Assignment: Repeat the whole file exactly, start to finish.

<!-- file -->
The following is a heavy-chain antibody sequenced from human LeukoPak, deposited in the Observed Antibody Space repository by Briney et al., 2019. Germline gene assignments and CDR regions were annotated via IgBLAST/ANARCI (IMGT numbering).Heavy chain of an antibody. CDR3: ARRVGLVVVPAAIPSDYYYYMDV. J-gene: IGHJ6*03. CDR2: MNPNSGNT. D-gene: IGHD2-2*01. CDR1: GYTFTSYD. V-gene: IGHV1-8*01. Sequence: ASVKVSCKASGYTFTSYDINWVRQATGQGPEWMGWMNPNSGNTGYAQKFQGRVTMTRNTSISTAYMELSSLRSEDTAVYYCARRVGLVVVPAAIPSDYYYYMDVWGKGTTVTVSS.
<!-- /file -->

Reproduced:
The following is a heavy-chain antibody sequenced from human LeukoPak, deposited in the Observed Antibody Space repository by Briney et al., 2019. Germline gene assignments and CDR regions were annotated via IgBLAST/ANARCI (IMGT numbering).Heavy chain of an antibody. CDR3: ARRVGLVVVPAAIPSDYYYYMDV. J-gene: IGHJ6*03. CDR2: MNPNSGNT. D-gene: IGHD2-2*01. CDR1: GYTFTSYD. V-gene: IGHV1-8*01. Sequence: ASVKVSCKASGYTFTSYDINWVRQATGQGPEWMGWMNPNSGNTGYAQKFQGRVTMTRNTSISTAYMELSSLRSEDTAVYYCARRVGLVVVPAAIPSDYYYYMDVWGKGTTVTVSS.